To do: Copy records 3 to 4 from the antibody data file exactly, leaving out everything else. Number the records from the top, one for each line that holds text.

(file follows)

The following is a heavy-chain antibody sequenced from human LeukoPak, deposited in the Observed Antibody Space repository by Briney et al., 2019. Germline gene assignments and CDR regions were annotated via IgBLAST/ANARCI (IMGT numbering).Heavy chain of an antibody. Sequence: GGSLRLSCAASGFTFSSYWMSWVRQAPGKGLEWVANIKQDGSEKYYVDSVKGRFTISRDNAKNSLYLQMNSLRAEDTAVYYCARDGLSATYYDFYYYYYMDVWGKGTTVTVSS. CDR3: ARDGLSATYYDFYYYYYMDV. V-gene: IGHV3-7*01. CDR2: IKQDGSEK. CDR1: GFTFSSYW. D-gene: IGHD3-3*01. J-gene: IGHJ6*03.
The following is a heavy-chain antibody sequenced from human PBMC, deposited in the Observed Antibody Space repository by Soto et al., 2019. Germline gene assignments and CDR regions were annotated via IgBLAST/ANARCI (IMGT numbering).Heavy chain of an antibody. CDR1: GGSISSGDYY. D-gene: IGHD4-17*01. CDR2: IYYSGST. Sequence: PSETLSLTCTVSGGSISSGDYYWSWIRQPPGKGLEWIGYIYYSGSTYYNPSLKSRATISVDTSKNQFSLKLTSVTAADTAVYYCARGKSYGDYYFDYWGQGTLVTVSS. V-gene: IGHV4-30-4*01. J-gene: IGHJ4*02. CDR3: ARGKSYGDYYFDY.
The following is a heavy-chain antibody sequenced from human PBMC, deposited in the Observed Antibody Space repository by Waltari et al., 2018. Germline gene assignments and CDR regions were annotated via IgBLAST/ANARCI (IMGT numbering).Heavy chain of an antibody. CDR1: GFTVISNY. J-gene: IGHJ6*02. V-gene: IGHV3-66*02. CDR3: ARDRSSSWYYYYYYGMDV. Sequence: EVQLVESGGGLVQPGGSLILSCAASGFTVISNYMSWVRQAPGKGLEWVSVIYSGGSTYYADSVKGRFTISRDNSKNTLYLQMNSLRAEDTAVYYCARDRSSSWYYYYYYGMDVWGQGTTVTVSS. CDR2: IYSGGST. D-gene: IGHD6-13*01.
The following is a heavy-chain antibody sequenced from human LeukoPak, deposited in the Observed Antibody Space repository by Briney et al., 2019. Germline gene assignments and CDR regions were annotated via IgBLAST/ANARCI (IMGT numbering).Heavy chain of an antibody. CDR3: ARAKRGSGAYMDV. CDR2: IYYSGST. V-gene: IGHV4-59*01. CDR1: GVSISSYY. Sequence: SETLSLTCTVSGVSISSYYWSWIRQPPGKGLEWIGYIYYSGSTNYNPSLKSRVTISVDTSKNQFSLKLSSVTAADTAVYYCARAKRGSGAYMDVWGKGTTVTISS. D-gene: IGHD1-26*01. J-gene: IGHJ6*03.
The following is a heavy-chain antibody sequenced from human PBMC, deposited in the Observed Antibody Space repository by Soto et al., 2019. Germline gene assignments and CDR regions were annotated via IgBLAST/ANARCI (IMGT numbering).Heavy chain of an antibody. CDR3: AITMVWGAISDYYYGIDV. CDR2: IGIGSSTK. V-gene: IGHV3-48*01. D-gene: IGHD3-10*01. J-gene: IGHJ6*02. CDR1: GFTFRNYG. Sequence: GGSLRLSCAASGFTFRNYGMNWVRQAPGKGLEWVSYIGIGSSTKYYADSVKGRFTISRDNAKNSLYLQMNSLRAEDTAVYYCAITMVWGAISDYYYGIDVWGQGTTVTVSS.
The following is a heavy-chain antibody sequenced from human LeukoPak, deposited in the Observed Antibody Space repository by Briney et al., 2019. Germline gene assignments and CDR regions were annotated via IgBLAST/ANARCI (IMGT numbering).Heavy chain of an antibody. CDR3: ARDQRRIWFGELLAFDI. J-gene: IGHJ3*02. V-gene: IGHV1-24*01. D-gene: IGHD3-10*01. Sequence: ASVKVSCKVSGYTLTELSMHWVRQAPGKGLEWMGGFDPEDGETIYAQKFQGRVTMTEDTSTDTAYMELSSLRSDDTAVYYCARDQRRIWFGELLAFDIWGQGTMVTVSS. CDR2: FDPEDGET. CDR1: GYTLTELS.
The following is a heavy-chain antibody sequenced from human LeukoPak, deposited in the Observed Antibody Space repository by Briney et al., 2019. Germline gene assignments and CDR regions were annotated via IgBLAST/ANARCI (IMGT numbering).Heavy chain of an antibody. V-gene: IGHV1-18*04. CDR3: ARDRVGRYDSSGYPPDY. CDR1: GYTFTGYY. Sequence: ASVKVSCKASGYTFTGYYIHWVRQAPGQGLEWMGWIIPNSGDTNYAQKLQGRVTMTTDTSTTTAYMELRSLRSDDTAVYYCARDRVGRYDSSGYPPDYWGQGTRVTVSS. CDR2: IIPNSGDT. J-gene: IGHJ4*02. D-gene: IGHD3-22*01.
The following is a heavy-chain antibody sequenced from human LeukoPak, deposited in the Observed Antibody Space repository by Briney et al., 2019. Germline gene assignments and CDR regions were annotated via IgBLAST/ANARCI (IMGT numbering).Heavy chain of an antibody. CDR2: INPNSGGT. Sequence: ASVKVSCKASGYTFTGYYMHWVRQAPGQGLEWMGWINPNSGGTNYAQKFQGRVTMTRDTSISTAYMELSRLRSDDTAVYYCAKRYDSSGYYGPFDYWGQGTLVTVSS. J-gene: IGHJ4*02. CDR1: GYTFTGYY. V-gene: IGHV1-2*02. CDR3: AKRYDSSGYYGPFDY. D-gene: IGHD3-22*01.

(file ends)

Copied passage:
The following is a heavy-chain antibody sequenced from human PBMC, deposited in the Observed Antibody Space repository by Waltari et al., 2018. Germline gene assignments and CDR regions were annotated via IgBLAST/ANARCI (IMGT numbering).Heavy chain of an antibody. CDR1: GFTVISNY. J-gene: IGHJ6*02. V-gene: IGHV3-66*02. CDR3: ARDRSSSWYYYYYYGMDV. Sequence: EVQLVESGGGLVQPGGSLILSCAASGFTVISNYMSWVRQAPGKGLEWVSVIYSGGSTYYADSVKGRFTISRDNSKNTLYLQMNSLRAEDTAVYYCARDRSSSWYYYYYYGMDVWGQGTTVTVSS. CDR2: IYSGGST. D-gene: IGHD6-13*01.
The following is a heavy-chain antibody sequenced from human LeukoPak, deposited in the Observed Antibody Space repository by Briney et al., 2019. Germline gene assignments and CDR regions were annotated via IgBLAST/ANARCI (IMGT numbering).Heavy chain of an antibody. CDR3: ARAKRGSGAYMDV. CDR2: IYYSGST. V-gene: IGHV4-59*01. CDR1: GVSISSYY. Sequence: SETLSLTCTVSGVSISSYYWSWIRQPPGKGLEWIGYIYYSGSTNYNPSLKSRVTISVDTSKNQFSLKLSSVTAADTAVYYCARAKRGSGAYMDVWGKGTTVTISS. D-gene: IGHD1-26*01. J-gene: IGHJ6*03.